Can Your Blog Replace Your Newsletter?
A core element of inbound marketing is a content-rich, industry-focused association blog. Your blog becomes your content engine and regular posts its fuel. But the blog posts must help members and prospects solve day-to-day challenges, not shamelessly promote the association and its many activities.
Done well, your blog becomes a key industry resource and your blog notification email becomes your email newsletter. Say what?
Here’s how it works. When an individual subscribes to your blog they select a notification period (i.e. how often they would like to receive alerts about new blog posts). Typical notification periods are Instant, Daily, Weekly, and Monthly. See the Subscribe Now image below.
If you select “Instant” you’ll receive an email summary as soon as a blog post is published. This means your email newsletter is spontaneous and timely. If you select daily you’ll get a roundup of yesterday’s posts while weekly includes a longer email newsletter with all posts from the last seven days. Pretty straightforward, right?
The subscriber is then sent a summary email with the latest posts and your email newsletter is born. See below.
Why is this important?
- Your association moves away from outdated, outbound marketing (spray and pray email marketing). Only the people who ask for your content receive it. I know this may seem scary but why send people information they don’t want and didn’t ask for?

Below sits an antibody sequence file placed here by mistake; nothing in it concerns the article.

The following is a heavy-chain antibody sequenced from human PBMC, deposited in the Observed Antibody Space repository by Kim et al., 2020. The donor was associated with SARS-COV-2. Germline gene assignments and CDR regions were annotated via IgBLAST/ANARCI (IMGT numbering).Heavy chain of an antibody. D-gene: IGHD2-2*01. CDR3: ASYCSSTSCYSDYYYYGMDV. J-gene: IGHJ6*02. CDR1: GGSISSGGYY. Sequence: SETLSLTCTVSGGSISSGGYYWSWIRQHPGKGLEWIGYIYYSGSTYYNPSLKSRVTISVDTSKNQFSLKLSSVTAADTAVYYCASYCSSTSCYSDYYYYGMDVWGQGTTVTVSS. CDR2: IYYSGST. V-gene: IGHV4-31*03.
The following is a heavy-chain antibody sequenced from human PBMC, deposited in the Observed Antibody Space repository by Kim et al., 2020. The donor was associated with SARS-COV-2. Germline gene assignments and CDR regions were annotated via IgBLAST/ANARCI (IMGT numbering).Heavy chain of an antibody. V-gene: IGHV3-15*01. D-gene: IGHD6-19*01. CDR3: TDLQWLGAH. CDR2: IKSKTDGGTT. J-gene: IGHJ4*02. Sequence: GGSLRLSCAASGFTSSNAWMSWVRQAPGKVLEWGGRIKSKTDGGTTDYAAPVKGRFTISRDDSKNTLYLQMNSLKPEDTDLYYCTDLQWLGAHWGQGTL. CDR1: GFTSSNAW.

- Subscribers get content as often as they want it, on their terms, not yours. They raise their hand when they subscribe and ask for information but it’s their decision how often they’ll receive it.
- Association staff is encouraged to create content that solves problems and drives blog subscriptions.
- “Always Be Subscribing,” or ABS, becomes a primary marketing strategy. Your marketing team is driven to increase subscriptions and subscribers becomes a Key Performance Indicator (KPI). Some strategies include placing forms, banner ads, slide-in and popup CTAs on multiple web properties all with the goal of driving subscribers.
- More blog subscribers means more content consumption. More content consumption reinforces the association as a thought leader that provides valuable, problem-solving information to its members and prospects.
- Your marketing team no longer labors over email newsletters since email summaries are sent automatically from your blog platform to all subscribers. This saves time and money.
So what do you think? Does this make sense? Can you see where this might work for your association?